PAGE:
Healthcare dot Digital Homework

Posted by on Nov 14, 2013 in Local-Sustainable Living | Comments Off on Healthcare dot Digital Homework

Healthcare dot Digital Homework

You may not be in school anymore but we all do “digital homework”, all the time.

You know what I mean.  It goes a little something like this.

“Hey,  you should really call my friend who can give you a job.  Her name is Sally and her phone number is – “

And before you can finish the person says, “Oh great!  Can you email that to me?”

Its all moving the stuff of pencil and paper, human face-to-face interaction to a redundant digital realm.  Its a time suck, and note stealer.  Often it leads to even more emailing.

I love notes.
Post-its, to-do lists, those old matchbooks with phone numbers on them… the stuff of memories and memory-building, tiny scraps of paper forcing us to recall.
But I love free time even more.
And having to go online to say something I’ve already conveyed, is driving a wedge between all of us and our beloved discretionary hours on earth.

Applying to Healthcare dot gov can’t be done on a Post-it, for sure.

enroll to do listYou gotta write-up a lot of information, and with that information about you they figure out how much, if any “tax credit” you will get, that you can apply as a discount on your monthly payment.

People bellyache about having to establish who they are BEFORE they can shop for a plan.
I’ve heard people say its a hindrance.


People should just be allowed to shop, dammit!

But these people don’t get the system, and most of all they don’t understand how it works for poor people.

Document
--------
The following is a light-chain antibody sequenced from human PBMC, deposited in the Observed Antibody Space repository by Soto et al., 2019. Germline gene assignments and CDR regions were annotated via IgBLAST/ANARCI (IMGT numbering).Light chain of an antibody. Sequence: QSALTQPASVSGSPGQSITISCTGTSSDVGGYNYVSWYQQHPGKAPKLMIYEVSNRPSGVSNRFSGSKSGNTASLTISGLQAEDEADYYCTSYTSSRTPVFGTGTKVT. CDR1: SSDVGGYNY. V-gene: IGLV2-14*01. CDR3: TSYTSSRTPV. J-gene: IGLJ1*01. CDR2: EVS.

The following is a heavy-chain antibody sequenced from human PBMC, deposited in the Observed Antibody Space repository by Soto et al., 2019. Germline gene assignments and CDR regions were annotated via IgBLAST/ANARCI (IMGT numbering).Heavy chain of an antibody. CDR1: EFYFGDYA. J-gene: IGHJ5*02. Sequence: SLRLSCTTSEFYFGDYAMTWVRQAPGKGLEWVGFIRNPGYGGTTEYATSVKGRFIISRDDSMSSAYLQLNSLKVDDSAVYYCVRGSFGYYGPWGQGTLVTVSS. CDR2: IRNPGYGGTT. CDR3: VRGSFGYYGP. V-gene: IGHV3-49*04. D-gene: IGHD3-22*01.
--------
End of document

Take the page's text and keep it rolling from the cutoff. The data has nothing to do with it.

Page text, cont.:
For those of us who live below the poverty line (i.e. and cannot afford health insurance) getting to nail down who we are is our greatest advantage on Healthcare dot gov.  Here’s why:

If Healthcare dot gov knows who you are and can confirm how much you make (or really don’t make), the system can give you the option to take more money off your monthly health insurance bill with the “tax credit.”

They call this a “tax credit.”  Did I mention its a “tax credit”?  Yes, “tax credit.”

Got it? “Tax credit.”  Remember that.

Simple example:  You go on Healthcare dot gov and apply, and they ask you to tell them what you are gonna make next year.  You type in, on a guess, that you will make 28K.
You get a $250 ish “tax credit” which is like a discount you can apply to the monthly bill of $450 ish (for a gold plan – more on that later).
Okay, great.

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And so you apply the whole discount (that is not really a discount but a “credit”).
And you get a lot of money off  your monthly bill.  Awesome.
Your health insurance is really low.  Fantastic.

Then you make more money for the year, and guess what?  You owe the alleged discount back to the government.

Did I mention it was a “tax credit”?
Yes, even though it appears like money off your bill, like a discount,
Its not.
And its on you to estimate it right, so you don’t take too much.

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Its oh so tempting to take the whole discount!  Er, “tax credit.”
I mean, who wants to pay more when money off is staring you in the face?
Even though you gave it your best shot and estimated what you just might make, your income estimate might be too high or too low or you just have no idea.
And, you just want insurance that is affordable! 

Yep, and this is where this whole deal gets really *#! – ed up, for people who are poor.

1) What you told them you would make for the upcoming year (estimated income) on your application may change (because your job may be seasonal or unstable).